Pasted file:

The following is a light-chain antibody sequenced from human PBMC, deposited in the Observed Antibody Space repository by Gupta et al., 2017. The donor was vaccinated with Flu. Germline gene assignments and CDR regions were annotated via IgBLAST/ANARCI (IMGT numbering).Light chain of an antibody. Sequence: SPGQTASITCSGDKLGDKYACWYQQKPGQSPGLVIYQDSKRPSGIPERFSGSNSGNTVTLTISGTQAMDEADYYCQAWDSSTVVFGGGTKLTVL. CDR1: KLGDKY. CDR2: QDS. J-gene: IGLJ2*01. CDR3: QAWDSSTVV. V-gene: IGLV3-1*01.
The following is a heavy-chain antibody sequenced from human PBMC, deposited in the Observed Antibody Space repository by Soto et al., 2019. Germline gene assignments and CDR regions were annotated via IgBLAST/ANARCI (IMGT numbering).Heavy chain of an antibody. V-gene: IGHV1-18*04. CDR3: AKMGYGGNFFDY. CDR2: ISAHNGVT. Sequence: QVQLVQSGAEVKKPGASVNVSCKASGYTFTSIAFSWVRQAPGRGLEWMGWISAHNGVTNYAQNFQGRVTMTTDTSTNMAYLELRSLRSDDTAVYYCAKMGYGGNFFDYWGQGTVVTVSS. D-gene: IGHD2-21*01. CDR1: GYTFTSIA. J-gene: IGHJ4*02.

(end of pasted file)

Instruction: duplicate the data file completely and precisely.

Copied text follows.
The following is a light-chain antibody sequenced from human PBMC, deposited in the Observed Antibody Space repository by Gupta et al., 2017. The donor was vaccinated with Flu. Germline gene assignments and CDR regions were annotated via IgBLAST/ANARCI (IMGT numbering).Light chain of an antibody. Sequence: SPGQTASITCSGDKLGDKYACWYQQKPGQSPGLVIYQDSKRPSGIPERFSGSNSGNTVTLTISGTQAMDEADYYCQAWDSSTVVFGGGTKLTVL. CDR1: KLGDKY. CDR2: QDS. J-gene: IGLJ2*01. CDR3: QAWDSSTVV. V-gene: IGLV3-1*01.
The following is a heavy-chain antibody sequenced from human PBMC, deposited in the Observed Antibody Space repository by Soto et al., 2019. Germline gene assignments and CDR regions were annotated via IgBLAST/ANARCI (IMGT numbering).Heavy chain of an antibody. V-gene: IGHV1-18*04. CDR3: AKMGYGGNFFDY. CDR2: ISAHNGVT. Sequence: QVQLVQSGAEVKKPGASVNVSCKASGYTFTSIAFSWVRQAPGRGLEWMGWISAHNGVTNYAQNFQGRVTMTTDTSTNMAYLELRSLRSDDTAVYYCAKMGYGGNFFDYWGQGTVVTVSS. D-gene: IGHD2-21*01. CDR1: GYTFTSIA. J-gene: IGHJ4*02.